Indiana coronavirus updates for April 27, 2022 | ICIN

The latest updates on the coronavirus pandemic for Wednesday, April 27, 2022.

INDIANAPOLIS — Here are Wednesday’s latest updates on the coronavirus pandemic, including the latest news on COVID-19 vaccinations and testing in Indiana.

Registrations for the vaccine are now open for Hoosiers 5 and older through the Indiana State Department of Health. This story will be updated over the course of the day with more news on the COVID-19 pandemic.

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Dr. Fauci says US COVID pandemic no longer ‘full-blown’

America’s top infectious disease expert said this week that the U.S. is no longer in a “full-blown explosive pandemic phase,” while emphasizing that the COVID-19 pandemic at a global-scale will likely last for some time. 

In an interview with the Washington Post on Wednesday, Dr. Anthony Fauci clarified comments he made during a Tuesday interview with PBS News in which he said the U.S. was “out of the pandemic phase.” Fauci told the Post that the U.S. is now transitioning into a more “controlled endemicity,” where subvariant cases, like those from BA.2 and BA.2.12.1, remain high but hospitalization levels do not match those from last fall’s omicron surge.

“Right now, we’re at a low enough level that I believe that we’re transitioning into endemicity. … We’re not in the full-blown explosive pandemic phase. That does not mean that the pandemic is over,” Fauci told the Washington Post. “A pandemic means widespread infection throughout the world. … In our country we’re transitioning into more of a controlled endemicity.”

According to data from the CDC, current COVID cases and hospitalization rates are slightly rising again, but deaths have continued on a downward trend. Moreover, the CDC now estimates that more than half of all Americans show signs of previous COVID infections.

Pfizer asks FDA to authorize COVID booster for kids 5 to 11 years old

Pfizer on Tuesday said it has asked the Food and Drug Administration to authorize a booster dose of its COVID vaccine for children from 5 to 11 years old. 

U.S. health authorities already urge everyone 12 and older to get one booster dose for the best protection against the newest variants — and recently gave the option of a second booster to those 50 and older.

Pfizer first announced its intention to apply for emergency use authorization earlier in April, releasing new data it said showed 5-to-11-year-olds could benefit from another kid-size shot.

In the small study, 140 youngsters who’d already gotten two shots were given a booster six months later, and researchers found the extra shot generally revved up their immune response. But a closer look at 30 of the children found a 36-fold increase in virus-fighting antibodies, levels high enough to fight the super-contagious omicron variant, Pfizer and its partner BioNTech said in a mid-April press release. 

Pfizer tested the kid booster while omicron was surging this winter. While COVID-19 cases now are at much lower levels in the U.S., in recent weeks an even more contagious version of omicron, called BA.2, has become the dominant type locally and around the world.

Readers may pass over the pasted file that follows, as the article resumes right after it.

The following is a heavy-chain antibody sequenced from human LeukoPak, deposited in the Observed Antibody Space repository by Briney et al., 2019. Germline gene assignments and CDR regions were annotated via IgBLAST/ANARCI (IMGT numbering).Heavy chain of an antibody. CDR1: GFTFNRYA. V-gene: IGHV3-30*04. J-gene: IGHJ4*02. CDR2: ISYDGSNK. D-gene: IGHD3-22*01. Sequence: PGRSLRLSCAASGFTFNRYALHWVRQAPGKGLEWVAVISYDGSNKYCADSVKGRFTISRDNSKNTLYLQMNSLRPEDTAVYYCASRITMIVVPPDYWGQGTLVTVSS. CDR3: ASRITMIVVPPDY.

CDC estimates 3 in 4 kids have had COVID

Three out of every four U.S. children have been infected with the coronavirus, and more than half of all Americans had signs of previous infections, CDC researchers estimated in a report Tuesday.

The researchers examined blood samples from more than 200,000 Americans and looked for virus-fighting antibodies made from infections, not vaccines. They found that signs of past infection rose dramatically between December and February, when the more contagious omicron variant surged through the U.S.

The most striking increase was in children. The percentage of those 17 and under with antibodies rose from about 45% in December to about 75% in February.

For Americans of all ages, about 34% had signs of prior infection in December. Just two months later, 58% did.

The older the people were, the less likely they had evidence of past infections, the study found. For those 65 and older, 19% had signs of prior infection in December and 33% did in February. That may be because older adults have higher vaccination rates, and they may be more likely to take other COVID-19 precautions, such as wearing masks and avoiding crowds.

Kamala Harris tests positive for COVID-19

Vice President Kamala Harris has tested positive for COVID-19, according to her press secretary, Kirsten Allen. Harris is not showing any symptoms, and will isolate and continue working from home.

Harris has not been a close contact to President Joe Biden or First Lady Jill Biden due to recent travel schedules.

Latest US, world numbers

There have been more than 81.10 million confirmed cases of COVID-19 in the United States as of 3:30 a.m. ET Wednesday, according to Johns Hopkins University. There have been more than 991,950 deaths recorded in the U.S.